There is no internsion not to drop support for either way. But I if installing from NuGet the NuGet way is far more comfortable. It allows installation of multiple packages that would need to derive from HttpApplication. And the dependencies (e.g. WebActivator) will be installed on every update. –  Remo Gloor Mar 18 '11 at 18:45

The latest version of Ninject.MVC3 creates a folder, named App_Start, in your project. This folder contains the NinjectMVC3.cs class, which is the bootstrapper code for the Ninject framework. It has two assembly attributes that are used to start and stop the NinjectMVC3 code. It is these attributes that cause the WebActivator framework to invoke the bootstrapper class methods and start up the Ninject framework. Installing NinjectMVC3 also adds assembly references for Microsoft.Web.Infrastructure, Ninject, NinjectMVC3, and WebActivator.

The NinjectMVC3 class contains the RegisterServices method where you would add code to bind your interfaces to their concrete implementations. This is the file that you would edit to configure your dependencies.

This required, and is the only requirement, for using Ninject with your MVC application to handle your dependencies. Other instructions on adding code to global.asax.cs should be ignored.

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I'm not entirely sure I understand. So I have to have everything registered in two locations, now? And I need to be part of this 'WebActivator'? Things have been working fine without it, what do I need it for now? –  Ciel Mar 18 '11 at 17:55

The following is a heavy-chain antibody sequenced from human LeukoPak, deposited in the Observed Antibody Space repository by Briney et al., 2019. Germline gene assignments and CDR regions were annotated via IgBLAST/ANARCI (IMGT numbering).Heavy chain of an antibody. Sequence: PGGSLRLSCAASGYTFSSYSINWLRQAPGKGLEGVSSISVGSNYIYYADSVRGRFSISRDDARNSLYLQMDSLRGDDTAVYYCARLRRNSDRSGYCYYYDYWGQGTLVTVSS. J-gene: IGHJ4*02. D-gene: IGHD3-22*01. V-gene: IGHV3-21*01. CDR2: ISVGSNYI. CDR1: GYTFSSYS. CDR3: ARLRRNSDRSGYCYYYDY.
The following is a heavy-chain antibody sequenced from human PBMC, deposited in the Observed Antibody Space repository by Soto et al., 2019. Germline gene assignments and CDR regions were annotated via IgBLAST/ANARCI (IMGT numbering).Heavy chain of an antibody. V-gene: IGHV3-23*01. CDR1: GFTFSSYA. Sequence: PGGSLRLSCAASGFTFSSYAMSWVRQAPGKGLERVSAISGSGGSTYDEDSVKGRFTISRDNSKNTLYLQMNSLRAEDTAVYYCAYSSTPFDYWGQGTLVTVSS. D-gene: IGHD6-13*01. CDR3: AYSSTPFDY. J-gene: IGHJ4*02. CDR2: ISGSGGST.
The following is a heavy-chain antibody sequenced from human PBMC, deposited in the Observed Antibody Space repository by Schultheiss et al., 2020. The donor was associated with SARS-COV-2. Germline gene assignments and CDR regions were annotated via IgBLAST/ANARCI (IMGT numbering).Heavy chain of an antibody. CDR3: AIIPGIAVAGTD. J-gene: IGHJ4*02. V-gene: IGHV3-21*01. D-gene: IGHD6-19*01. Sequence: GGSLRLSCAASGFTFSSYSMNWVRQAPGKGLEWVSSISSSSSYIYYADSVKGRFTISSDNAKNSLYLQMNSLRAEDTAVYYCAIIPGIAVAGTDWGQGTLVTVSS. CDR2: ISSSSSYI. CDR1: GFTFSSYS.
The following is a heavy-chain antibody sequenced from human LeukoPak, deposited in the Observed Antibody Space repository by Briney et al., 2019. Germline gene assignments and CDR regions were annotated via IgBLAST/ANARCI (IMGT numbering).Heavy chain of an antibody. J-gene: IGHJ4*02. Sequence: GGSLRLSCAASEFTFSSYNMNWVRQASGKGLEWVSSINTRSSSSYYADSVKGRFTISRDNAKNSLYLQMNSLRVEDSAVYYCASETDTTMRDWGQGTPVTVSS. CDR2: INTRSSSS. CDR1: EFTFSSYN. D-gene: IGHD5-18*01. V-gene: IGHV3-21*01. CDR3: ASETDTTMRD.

github.com/ninject/ninject.web.mvc/wiki/… doesn't really make it clear whether the NinjectMVC3.cs file is required, it just says it's made when you get the package by NuGet. I have my application inheriting from NinjectHttpApplication, but I still have to have this Microsoft.Web.Infrastructure.dll and WebActivator.dll assembly referenced, and I still have to use this NinjectMVC3.cs file regardless? –  Ciel Mar 18 '11 at 17:58
@Ciel - if you're following the instructions to inherit from NinjectHttpApplicationModule and add code to global.asax.cs, those are old instructions and can be disregarded AFAIK. –  tvanfosson Mar 18 '11 at 17:58
github.com/ninject/ninject.web.mvc/wiki/… - it's 8 days old... –  Ciel Mar 18 '11 at 18:01

Same question here gives the short answer = "No". It's just a new convention which only makes sense for large web sites and even that is not sure.


Personally I prefer to deal with all routing and filter overrides in the global application class, shifting all common stuff to a shared base class so it only contains web site specific code. I see no need for separate classes either.

The usual case with ASP.NET special folders is that they provide different security permissions. Does anyone know if this App_Start folder is necessary in a partial trust environment? i.e. with restricted web hosting, is this the only place where you are allow to call functions to change the way the site routes?

Sounds like somebody at MS is thinking about adding this as a additional layer of security in the future, if it is not already there. Until I see a real world benefit of this I would just delete it.